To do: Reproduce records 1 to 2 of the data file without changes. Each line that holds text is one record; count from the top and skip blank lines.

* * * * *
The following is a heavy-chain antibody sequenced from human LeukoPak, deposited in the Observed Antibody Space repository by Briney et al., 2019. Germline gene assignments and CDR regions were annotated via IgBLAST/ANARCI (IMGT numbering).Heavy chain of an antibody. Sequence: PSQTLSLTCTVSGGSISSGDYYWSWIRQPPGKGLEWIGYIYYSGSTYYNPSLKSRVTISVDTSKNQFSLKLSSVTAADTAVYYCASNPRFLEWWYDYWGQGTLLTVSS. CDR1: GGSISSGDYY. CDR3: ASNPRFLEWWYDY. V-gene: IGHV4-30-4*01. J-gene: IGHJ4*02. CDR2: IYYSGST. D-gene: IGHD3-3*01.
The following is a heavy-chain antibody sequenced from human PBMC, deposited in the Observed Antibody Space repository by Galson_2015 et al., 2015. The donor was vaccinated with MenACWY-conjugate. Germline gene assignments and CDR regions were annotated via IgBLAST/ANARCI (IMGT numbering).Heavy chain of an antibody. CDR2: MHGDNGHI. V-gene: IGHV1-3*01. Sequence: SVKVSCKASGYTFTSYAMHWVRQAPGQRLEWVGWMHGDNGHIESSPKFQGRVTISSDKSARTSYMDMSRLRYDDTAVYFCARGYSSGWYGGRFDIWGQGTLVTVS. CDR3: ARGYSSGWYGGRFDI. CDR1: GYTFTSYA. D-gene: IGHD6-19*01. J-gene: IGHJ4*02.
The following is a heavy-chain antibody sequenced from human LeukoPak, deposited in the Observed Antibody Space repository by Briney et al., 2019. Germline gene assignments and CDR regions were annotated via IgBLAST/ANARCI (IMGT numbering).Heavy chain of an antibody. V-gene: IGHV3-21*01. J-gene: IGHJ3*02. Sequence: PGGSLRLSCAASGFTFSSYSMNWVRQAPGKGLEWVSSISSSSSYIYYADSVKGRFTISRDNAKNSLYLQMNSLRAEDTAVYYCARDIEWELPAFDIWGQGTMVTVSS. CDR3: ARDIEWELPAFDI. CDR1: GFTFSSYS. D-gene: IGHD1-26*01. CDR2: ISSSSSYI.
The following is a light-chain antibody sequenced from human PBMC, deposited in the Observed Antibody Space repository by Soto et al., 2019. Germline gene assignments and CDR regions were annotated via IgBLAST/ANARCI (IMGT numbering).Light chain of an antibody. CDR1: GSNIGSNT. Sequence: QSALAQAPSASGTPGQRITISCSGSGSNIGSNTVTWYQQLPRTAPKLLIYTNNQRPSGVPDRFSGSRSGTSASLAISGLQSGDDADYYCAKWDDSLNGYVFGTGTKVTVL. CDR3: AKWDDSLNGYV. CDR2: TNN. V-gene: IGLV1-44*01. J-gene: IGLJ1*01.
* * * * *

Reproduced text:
The following is a heavy-chain antibody sequenced from human LeukoPak, deposited in the Observed Antibody Space repository by Briney et al., 2019. Germline gene assignments and CDR regions were annotated via IgBLAST/ANARCI (IMGT numbering).Heavy chain of an antibody. Sequence: PSQTLSLTCTVSGGSISSGDYYWSWIRQPPGKGLEWIGYIYYSGSTYYNPSLKSRVTISVDTSKNQFSLKLSSVTAADTAVYYCASNPRFLEWWYDYWGQGTLLTVSS. CDR1: GGSISSGDYY. CDR3: ASNPRFLEWWYDY. V-gene: IGHV4-30-4*01. J-gene: IGHJ4*02. CDR2: IYYSGST. D-gene: IGHD3-3*01.
The following is a heavy-chain antibody sequenced from human PBMC, deposited in the Observed Antibody Space repository by Galson_2015 et al., 2015. The donor was vaccinated with MenACWY-conjugate. Germline gene assignments and CDR regions were annotated via IgBLAST/ANARCI (IMGT numbering).Heavy chain of an antibody. CDR2: MHGDNGHI. V-gene: IGHV1-3*01. Sequence: SVKVSCKASGYTFTSYAMHWVRQAPGQRLEWVGWMHGDNGHIESSPKFQGRVTISSDKSARTSYMDMSRLRYDDTAVYFCARGYSSGWYGGRFDIWGQGTLVTVS. CDR3: ARGYSSGWYGGRFDI. CDR1: GYTFTSYA. D-gene: IGHD6-19*01. J-gene: IGHJ4*02.